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Just One Day at A Time with Miss Hokusai, A Movie Review

28 Mar

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By Ed Sum (The Vintage Tempest)

Exotic beauty and supernatural magic grace Production IG’s animated biopic, Miss Hokusai. Based on the manga of the same name by Hinako Sugiura, this film follows the narrative style and simply offers moments of this artist’s life in Edo-period Japan. With it now on video, I can start studying it more in-depth. My only disappointment is that the home release does not come with a lot of bonus material. A feature-length documentary about the making of this film is provided. I was craving more, especially when this anime explores an important time in Japan’s art history.

This look into the life of O-Ei (Anne Watanabe), daughter of revered painter Hokusai (Yutaka Matsushige), is very gentle and bittersweet. The plot looks at much of her life from her perspective as she shows how fiercely independent she is. Though she works as an assistant in her father’s studio, she often finishes what he can not finish when he’s being drunk (which is rare) or acting irresponsibly.

For artists wanting to look at why these Ukiyo-e works are majestic, I particularly liked the dialogue (I saw the subtitled version) explaining how the brush can invoke portals to other worlds. You have to be careful when painting a work featuring demons. At least with one work O-Ei made, real spirits came to haunt the residence. No title is offered for this work, but according to the soundtrack, it’s simply known as “The Cursed Picture of Hell.” When the work is retrieved, her father observed that because Hope was not offered, that’s why they visited. A simple detail was added and the evil left. However, there’s more to life in Edo period Japan because the Shinto life is not everywhere.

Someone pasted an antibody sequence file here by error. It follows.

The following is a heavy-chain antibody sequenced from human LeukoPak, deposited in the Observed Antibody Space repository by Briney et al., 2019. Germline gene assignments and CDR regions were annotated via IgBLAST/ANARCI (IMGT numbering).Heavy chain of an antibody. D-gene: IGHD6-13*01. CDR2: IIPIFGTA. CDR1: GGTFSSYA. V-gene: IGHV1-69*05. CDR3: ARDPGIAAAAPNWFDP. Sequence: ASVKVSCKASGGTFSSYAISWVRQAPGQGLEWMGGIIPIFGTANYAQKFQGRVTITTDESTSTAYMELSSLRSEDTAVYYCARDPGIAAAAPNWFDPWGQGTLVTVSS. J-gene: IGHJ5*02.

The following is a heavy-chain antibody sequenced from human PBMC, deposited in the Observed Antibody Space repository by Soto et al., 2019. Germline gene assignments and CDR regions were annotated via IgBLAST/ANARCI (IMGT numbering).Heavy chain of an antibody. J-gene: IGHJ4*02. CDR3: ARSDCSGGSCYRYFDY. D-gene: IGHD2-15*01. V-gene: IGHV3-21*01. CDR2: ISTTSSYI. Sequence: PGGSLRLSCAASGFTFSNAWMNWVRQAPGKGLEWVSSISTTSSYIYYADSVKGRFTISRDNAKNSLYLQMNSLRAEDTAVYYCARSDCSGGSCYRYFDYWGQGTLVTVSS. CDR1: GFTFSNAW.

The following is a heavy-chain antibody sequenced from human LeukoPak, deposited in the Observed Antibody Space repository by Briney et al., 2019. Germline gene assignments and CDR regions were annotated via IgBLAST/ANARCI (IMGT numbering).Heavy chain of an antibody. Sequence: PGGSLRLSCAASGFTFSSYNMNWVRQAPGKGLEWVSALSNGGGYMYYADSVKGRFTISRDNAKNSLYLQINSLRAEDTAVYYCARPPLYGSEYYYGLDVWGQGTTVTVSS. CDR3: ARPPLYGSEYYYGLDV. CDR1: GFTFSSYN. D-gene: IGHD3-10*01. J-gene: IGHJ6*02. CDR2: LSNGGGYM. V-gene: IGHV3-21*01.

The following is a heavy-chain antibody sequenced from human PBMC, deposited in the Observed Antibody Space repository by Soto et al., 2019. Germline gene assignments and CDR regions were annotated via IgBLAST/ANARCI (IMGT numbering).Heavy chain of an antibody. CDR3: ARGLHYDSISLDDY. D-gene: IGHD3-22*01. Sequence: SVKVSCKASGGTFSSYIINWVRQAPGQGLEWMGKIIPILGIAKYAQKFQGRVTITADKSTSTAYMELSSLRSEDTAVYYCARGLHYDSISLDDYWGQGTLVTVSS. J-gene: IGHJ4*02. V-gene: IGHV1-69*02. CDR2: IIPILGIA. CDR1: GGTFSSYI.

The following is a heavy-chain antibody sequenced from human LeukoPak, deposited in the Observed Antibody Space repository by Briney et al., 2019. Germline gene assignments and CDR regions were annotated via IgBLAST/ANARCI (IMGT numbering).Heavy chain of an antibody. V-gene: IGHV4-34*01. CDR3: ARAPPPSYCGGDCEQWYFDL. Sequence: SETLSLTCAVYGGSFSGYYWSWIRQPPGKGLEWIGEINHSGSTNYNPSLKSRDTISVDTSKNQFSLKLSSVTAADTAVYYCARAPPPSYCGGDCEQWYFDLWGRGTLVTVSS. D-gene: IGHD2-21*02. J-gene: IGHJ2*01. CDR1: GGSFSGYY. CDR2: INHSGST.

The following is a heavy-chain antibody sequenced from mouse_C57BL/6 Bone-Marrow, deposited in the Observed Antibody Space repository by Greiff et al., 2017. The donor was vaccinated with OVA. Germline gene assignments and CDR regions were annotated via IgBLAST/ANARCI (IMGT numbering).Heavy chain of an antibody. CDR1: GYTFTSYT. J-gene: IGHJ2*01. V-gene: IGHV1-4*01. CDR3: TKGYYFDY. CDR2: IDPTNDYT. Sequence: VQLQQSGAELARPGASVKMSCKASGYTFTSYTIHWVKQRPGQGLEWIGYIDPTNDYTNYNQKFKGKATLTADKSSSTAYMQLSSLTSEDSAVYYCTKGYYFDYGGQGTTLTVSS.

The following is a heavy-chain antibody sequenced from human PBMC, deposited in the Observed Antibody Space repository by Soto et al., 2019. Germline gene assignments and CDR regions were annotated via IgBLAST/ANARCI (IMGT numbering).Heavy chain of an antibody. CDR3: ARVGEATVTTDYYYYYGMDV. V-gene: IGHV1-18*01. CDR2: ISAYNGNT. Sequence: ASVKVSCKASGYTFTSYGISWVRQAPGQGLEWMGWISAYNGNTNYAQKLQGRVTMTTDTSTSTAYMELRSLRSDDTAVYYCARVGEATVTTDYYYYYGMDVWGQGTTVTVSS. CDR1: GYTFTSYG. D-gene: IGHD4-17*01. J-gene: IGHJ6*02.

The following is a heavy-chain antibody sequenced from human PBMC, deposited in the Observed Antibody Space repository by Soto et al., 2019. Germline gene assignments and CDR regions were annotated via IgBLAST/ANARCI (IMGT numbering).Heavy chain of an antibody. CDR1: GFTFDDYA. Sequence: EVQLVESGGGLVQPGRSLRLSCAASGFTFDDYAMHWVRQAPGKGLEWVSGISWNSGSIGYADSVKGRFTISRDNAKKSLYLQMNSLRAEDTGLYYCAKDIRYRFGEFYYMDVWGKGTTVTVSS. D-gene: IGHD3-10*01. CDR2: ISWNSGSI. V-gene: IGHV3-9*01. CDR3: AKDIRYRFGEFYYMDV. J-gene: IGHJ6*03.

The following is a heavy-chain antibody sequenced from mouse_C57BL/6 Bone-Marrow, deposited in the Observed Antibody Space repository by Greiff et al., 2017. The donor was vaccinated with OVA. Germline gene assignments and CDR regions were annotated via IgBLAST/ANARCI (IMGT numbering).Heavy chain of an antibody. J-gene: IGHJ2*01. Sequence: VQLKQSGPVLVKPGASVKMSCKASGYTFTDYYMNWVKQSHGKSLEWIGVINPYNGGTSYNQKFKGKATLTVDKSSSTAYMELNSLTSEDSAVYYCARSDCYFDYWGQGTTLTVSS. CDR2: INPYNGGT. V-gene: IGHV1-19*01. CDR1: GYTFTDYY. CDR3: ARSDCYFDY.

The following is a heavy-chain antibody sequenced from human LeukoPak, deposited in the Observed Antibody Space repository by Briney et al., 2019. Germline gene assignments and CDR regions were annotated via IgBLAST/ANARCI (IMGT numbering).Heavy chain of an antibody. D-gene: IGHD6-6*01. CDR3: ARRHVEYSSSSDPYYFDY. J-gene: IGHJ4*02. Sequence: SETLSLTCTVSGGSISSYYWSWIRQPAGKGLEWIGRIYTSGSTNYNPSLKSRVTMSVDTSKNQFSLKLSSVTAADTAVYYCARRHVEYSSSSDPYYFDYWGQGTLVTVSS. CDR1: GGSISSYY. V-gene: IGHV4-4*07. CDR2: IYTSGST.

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Plenty of Martial Arts Mayhem and Nostalgia Fills Cynthia Rothrock’s Fists of Fury

18 Jan

screen-shot-2016-12-07-at-2-27-02-pm-thumb-430xauto-64996By Ed Sum (The Vintage Tempest)

Former World Karate Champion (1981-1985) Cynthia Rothrock certainly loves the martial arts movies from the 70’s and 80’s, and in the documentary, Fists of Fury, I’m believe she hand-picked all the forgotten B-grade classics. I recall seeing a few of these on the big screen!

Of those which I have not seen, after seeing this extensive reel of trailers and montage presentations, I’m tempted to seek them out. Thankfully, YouTube is my friend because The Lucky Seven (1986) can be found. This movie came out a year after The Goonies and I’m betting the filmmakers were inspired by Spielberg’s film. Sho Kosugi’s movies, to which Revenge of the Ninja is featured, defined part of my childhood love for the genre. This product is filled with plenty of nostalgic laughs. It will become available online Jan 20 on FullMoonStreaming.com and their Amazon channel, along with a physical copy.